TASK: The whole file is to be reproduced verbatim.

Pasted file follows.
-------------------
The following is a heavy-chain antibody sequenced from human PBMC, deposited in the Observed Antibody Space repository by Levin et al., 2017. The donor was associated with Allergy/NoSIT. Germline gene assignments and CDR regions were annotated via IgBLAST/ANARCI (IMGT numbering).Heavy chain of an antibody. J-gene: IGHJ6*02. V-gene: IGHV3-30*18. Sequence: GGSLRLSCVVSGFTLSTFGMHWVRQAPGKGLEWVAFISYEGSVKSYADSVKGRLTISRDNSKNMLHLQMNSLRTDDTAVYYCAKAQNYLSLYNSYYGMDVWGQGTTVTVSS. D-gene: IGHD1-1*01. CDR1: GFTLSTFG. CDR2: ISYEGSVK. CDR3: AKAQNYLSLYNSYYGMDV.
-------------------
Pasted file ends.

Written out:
The following is a heavy-chain antibody sequenced from human PBMC, deposited in the Observed Antibody Space repository by Levin et al., 2017. The donor was associated with Allergy/NoSIT. Germline gene assignments and CDR regions were annotated via IgBLAST/ANARCI (IMGT numbering).Heavy chain of an antibody. J-gene: IGHJ6*02. V-gene: IGHV3-30*18. Sequence: GGSLRLSCVVSGFTLSTFGMHWVRQAPGKGLEWVAFISYEGSVKSYADSVKGRLTISRDNSKNMLHLQMNSLRTDDTAVYYCAKAQNYLSLYNSYYGMDVWGQGTTVTVSS. D-gene: IGHD1-1*01. CDR1: GFTLSTFG. CDR2: ISYEGSVK. CDR3: AKAQNYLSLYNSYYGMDV.